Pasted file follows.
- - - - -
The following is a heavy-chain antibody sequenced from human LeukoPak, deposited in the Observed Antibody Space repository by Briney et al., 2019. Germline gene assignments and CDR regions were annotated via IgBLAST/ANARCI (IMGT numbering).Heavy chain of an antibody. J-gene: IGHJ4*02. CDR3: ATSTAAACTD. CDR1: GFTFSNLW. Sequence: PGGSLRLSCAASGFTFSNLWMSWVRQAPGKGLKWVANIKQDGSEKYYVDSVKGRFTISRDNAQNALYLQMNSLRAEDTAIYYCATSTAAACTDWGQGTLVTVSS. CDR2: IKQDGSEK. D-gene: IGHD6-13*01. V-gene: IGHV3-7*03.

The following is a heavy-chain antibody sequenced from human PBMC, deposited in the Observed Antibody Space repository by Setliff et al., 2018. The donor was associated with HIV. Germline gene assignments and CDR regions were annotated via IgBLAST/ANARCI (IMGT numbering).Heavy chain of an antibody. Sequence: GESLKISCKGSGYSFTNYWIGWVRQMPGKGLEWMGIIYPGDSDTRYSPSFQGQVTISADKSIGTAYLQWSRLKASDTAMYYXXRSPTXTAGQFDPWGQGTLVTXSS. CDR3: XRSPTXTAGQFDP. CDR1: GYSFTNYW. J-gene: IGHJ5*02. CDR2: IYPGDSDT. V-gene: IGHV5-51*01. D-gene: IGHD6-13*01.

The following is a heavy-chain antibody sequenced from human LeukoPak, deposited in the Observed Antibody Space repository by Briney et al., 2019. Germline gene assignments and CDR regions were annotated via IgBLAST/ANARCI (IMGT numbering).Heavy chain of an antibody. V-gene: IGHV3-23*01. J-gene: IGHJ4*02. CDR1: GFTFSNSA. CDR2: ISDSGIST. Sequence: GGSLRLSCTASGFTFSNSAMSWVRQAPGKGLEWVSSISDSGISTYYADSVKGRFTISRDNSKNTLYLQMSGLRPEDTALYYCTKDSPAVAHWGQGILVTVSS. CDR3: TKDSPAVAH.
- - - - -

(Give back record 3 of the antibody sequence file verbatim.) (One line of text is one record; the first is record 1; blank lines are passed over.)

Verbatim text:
The following is a heavy-chain antibody sequenced from human LeukoPak, deposited in the Observed Antibody Space repository by Briney et al., 2019. Germline gene assignments and CDR regions were annotated via IgBLAST/ANARCI (IMGT numbering).Heavy chain of an antibody. V-gene: IGHV3-23*01. J-gene: IGHJ4*02. CDR1: GFTFSNSA. CDR2: ISDSGIST. Sequence: GGSLRLSCTASGFTFSNSAMSWVRQAPGKGLEWVSSISDSGISTYYADSVKGRFTISRDNSKNTLYLQMSGLRPEDTALYYCTKDSPAVAHWGQGILVTVSS. CDR3: TKDSPAVAH.